A little over a hundred years ago, feathered hats were all the rage in the U.S. and elsewhere. Many wild bird species were decimated to supply the demand, and more than one species was driven to extinction. While the feathered hat trade has died off itself for the most part, animal parts are one of the most commonly illegally traded goods, up there with drugs and weapons. This includes everything from tiger parts for Chinese traditional medicine to African elephant ivory for various purposes.
The laws don’t entirely stop the illegal trade, but they do provide officials tools for prosecuting those who are caught. If hunting were allowed to go unchecked, we’d soon have even more species going extinct than we already do. While picking up a fallen feather is very different from shooting a wild bird, because of the ambiguity of the source of any given feather, it’s better to play it safe when it comes to making laws.
“Well, what about our spiritual rights? The Indians get to apply for feathers for spiritual uses, why can’t we? Isn’t that religious discrimination?”
The main difference between new religions (and no one has proven to me that any neopagan religion has an unbroken lineage thousands of years old) to established indigenous religions that have been around for centuries or millennia—is precedent.
Any person can say that illegal feathers are part of their spiritual practices—but that doesn’t mean they’re telling the truth. Someone who feeds eagle feathers into the black market could just as easily say that those supposedly “found” feathers are for their own personal spiritual use.
Additionally, the number of feathers that are available to indigenous people and scientists is limited to a far fewer number than the demand. If everyone who wanted a permit got a feather, there’d be a lot fewer eagles out there! Again, let me remind you what happens when everyone wants feathers—demand goes up, supply goes down, and there are only so many flight feathers on an eagle.
What it comes down to is that the laws are there because of the people who won’t play fair, the cheaters in the game of life. And if authorities start making exceptions, then sooner rather than later the cheaters will catch on (not including those, of course, who have already figured out how to work the system, use bribes, etc.) . There’s enough work for officials to do going after people who are involved big-time in the black market without them needing to worry overmuch about the activities of everyday people.
Yes, it sucks, and some of you are still going to have your feathers even being informed about the legalities. I’m not going to stop you, nor will I report you. What I am going to say is that I choose to abide by the laws because they’re there to protect the animals themselves.
I’m a little higher profile than the average pagan since I make ritual tools and other artwork out of animal parts and sell them on my website, the Green Wolf, and so I do need to be more careful. However, I’d strongly encourage others to really weigh their options with the information that I’ve provided in hand.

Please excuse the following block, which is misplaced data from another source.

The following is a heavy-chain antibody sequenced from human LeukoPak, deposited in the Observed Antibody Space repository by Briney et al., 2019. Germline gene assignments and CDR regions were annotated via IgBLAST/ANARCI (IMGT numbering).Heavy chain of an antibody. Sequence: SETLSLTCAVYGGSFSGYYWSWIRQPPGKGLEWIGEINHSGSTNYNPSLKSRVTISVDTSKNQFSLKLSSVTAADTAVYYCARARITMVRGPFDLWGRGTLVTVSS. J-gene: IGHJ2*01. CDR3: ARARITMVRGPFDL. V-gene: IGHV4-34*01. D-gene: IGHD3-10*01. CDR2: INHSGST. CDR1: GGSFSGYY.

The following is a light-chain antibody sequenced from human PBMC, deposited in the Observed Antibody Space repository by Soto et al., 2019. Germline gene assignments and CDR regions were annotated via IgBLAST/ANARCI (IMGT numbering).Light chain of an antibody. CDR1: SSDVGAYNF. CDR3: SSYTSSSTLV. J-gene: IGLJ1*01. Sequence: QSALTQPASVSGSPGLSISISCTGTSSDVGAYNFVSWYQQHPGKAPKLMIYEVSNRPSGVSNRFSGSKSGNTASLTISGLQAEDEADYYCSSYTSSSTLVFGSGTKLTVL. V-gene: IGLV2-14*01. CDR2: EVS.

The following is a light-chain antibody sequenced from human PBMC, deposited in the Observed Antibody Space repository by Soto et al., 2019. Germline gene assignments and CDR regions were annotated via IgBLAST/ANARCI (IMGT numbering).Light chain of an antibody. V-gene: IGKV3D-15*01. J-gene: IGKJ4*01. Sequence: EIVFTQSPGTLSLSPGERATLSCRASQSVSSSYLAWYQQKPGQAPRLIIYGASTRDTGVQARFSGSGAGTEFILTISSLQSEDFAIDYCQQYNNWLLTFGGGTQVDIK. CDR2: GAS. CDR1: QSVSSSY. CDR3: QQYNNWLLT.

One final note--I’ve found that the totems and other spirits have no problem with substitutes for feathers and other parts. There are easily-obtained fake eagle and hawk feathers available, as well as resin raptor claws.
The spirits I work with appreciate these substitutes, because it’s less pressure on their physical counterparts, and I’ve never had them be less effective in practice. If anything, it shows honor to the spirits by acknowledging the impact we humans have on them.
Check the following websites for text and other information on the laws discussed:
Bald Eagle Protection Act of 1940
http://www.nmfs.noaa.gov/pr/laws/mmpa/ (Marine Mammal Protection Act)
http://ipl.unm.edu/cwl/fedbook/mmpa.html (Marine Mammal Protection Act amendments)
http://epw.senate.gov/esa73.pdf (Endangered Species Act of 1973)
http://www.jncc.gov.uk/page-1377 (Wildlife and Countryside Act 1981)
Copyright: Copyright Lupa, 2009
Location: Portland, Oregon
Author's Profile: To learn more about Lupa - Click HERE
Bio: Lupa is a pagan and (neo) shaman living in Portland, OR with her husband Taylor Ellwood, their two cats, and lots of books and art supplies. She is a graduate student, an environmentalist and sustainability geek, a voracious reader and book reviewer, an artist, and several other things. She is also the author/editor of several books/anthologies and numerous articles on pagan and magical topics. She may be found online at http://www.thegreenwolf.com , http://therioshamanism.com , http://paganbookreviews.com and http://lupabitch.livejournal.com